A few months ago, we received this email by our Director – Sports and Student Welfare, Gurbir Singh Sandhu Sir:
You are all aware of our Prime Minister’s Cleanliness Drive launched today on the occasion of the birthday of the Father of the Nation, Mahatma Gandhi. Such initiatives can only succeed if every Indian puts his might behind it. Success of this mission could be a turning point in our country’s image. Let us make it happen by subscribing and participating in it.
Let us all at BMU pledge to support this cleanliness drive wholeheartedly by making and keeping our campus clean; indeed the cleanest! In order for this to happen, let us all observe a few simple steps in our day to day life.
- Do not litter the campus. Use the dustbins. Make this a habit.
- Pick up any litter we see, even if someone else has thrown it.
- Counsel anyone that you see littering.
- Report any habitual defaulters to the management.
- Bring to my notice any spot on campus that is dirty and not being cleaned by housekeeping.
If the Prime Minister can sweep the grounds why do not we?
Director – Sports & Student Welfare”
We were of course cynical if this will achieve anything as we have rarely seen hectoring in bully pulpits work. We were not surprised therefore when after students received this mail, for a few days littering was suddenly lower than before, but after the brief hiatus, the garbage rose like a phoenix. By then, we had devised a mechanism to achieve Swachh Campus on the back of a Sodexo tissue paper, but did not have the inclination to put it down on paper. Now, that the second semester was almost ending, the inclination had surprisingly returned.
In this blog post, we would not only describe our amateurish solution to Swachh Campus
Let us examine the pledge and what it asked us to do:
- Do not litter the campus.Use the dustbins. Make this a habit.
Out of the 5 points, most students were keen to do only the point number 5, as the other points did not appear to be aligned to their own self-interest. Let us not to be moralistic about it and state that students were obligated to do all that. Our response to that statement was simple: Might be they were obligated, that did not mean they would perform their Dharma. We had to incentivize them to do that.
So what was our solution? In one word – Smartphones…
A fine of an amount that mattered to the students (preferably btw INR 250 to 500) and any other person who was on the campus, had to be instituted for litterers who were caught with ample evidence. The method for collecting this evidence was simple. Along with the institution for the fine on littering, also institute a reward for those who would collect the evidence (this is where the smartphones come in).
Let us took this hypothetical scenario:
‘A’ is walking back to the hostel from the convenience store next to the cafeteria where he has just bought a can of diet coke and a dairy milk chocolate bar. He finishes the can of coke by the time he covers half the route when he meets his girlfriend to whom, he gifts the bar of chocolate. She finishes the bar of chocolate while having their usual yet useless conversation after which they decide to go for a walk around the beautiful campus but they are faced with a minor problem – the empty can of coke and the chocolate wrapper. To both A and his girlfriend, the costs of keeping the empty can and wrapper in their hands while waiting to find a dustbin en-route is extremely less than the benefit (pleasure) of having a nice walk around the campus holding hands. Since the benefits outweigh the costs, they decide to throw the empty can and the wrapper in a corner and head out for a walk. This is where B with his/her nice new smartphone, comes in. He clicks a photograph of them littering and mails it to the Dean of Student Affairs.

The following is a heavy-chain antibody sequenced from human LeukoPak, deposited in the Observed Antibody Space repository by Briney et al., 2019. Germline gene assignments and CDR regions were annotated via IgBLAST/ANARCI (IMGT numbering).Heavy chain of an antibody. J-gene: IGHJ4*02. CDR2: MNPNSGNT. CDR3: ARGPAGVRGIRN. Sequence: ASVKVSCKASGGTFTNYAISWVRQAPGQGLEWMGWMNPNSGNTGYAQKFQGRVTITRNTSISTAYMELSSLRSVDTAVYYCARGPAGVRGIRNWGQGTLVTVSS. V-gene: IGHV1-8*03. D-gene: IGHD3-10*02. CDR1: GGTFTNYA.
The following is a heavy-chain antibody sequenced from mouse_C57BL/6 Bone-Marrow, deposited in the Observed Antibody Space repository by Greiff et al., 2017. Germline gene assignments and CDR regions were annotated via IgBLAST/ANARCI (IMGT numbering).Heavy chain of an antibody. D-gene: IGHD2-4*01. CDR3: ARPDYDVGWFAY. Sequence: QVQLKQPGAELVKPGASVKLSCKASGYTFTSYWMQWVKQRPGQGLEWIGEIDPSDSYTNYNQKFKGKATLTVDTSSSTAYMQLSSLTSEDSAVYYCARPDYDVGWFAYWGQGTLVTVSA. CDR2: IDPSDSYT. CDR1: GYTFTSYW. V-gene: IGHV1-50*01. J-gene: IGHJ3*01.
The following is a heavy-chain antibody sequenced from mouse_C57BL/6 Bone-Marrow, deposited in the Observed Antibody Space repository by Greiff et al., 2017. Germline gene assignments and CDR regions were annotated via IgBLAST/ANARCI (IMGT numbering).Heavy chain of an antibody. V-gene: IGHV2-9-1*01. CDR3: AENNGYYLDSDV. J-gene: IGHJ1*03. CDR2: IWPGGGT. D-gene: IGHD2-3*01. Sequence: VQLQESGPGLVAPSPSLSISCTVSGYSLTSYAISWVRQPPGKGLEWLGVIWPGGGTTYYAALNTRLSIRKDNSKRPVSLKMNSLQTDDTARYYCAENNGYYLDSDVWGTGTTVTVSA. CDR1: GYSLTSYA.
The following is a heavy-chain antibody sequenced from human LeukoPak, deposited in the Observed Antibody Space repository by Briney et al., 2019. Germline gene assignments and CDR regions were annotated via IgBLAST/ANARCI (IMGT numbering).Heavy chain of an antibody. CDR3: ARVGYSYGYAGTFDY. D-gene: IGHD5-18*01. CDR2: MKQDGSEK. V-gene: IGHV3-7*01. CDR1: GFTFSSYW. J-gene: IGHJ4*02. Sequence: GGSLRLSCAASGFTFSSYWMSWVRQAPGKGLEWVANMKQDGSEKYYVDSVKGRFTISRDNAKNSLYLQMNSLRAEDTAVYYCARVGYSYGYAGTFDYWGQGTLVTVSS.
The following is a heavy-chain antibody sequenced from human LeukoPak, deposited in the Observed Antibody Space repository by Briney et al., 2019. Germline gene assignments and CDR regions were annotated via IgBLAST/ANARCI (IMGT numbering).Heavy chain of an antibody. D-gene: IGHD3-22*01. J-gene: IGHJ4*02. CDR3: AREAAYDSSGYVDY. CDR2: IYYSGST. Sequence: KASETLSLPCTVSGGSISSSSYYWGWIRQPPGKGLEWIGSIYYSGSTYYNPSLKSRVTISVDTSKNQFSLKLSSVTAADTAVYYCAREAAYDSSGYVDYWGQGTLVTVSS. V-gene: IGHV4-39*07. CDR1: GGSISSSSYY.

The Dean imposes a fine of 250 rupees on both A and his girlfriend – total INR 500. Half of this fine will be transferred to B as reward. B can wish to remain anonymous or his name can be made public after which he can together with A and his girlfriend decide on the name of the charity to give the remaining 250 INR to.
The fines could be in slabs of:
- INR 250 for undergrad students.
INR 300 for undergrad students who are repeat offenders.
3. INR 350 for non-teaching staff.
4. INR 400 for non-teaching staff who are repeat offenders.
5. INR 450 for teaching staff and MBA students.
6. INR 500 for teaching staff and MBA students who are repeat offenders.
A continuation to this would be: ‘Name and Shame’.
The photographs of all the litterers could be put up on the notice board and the offenders could opt out of being displayed by paying INR 200 or so to a charity of their choice from a pre-determined list of charities.
We had one fear regarding the above proposal; it might create a perverse incentive to students who wanted to get their photographs on the notice board!
Another fear was that the fine and the reward proposal might create a possibility of students using it for blackmail but even then, the fear of blackmail would also deter further litterers.
There was one more continuation to this proposal:
Ask repeat offenders to adopt an unclean place on the campus (uncleanness to which they had contributed) and ask them to see to it that the spot was neat and tidy for one week. The spot would be inspected twice a day by the Dean of Student Affairs or a person nominated by him.
– Shreyas Bhardwaj (B.Com (Hons) – 1st Year) & Raj Sharma (BTech CSE – 1st Year)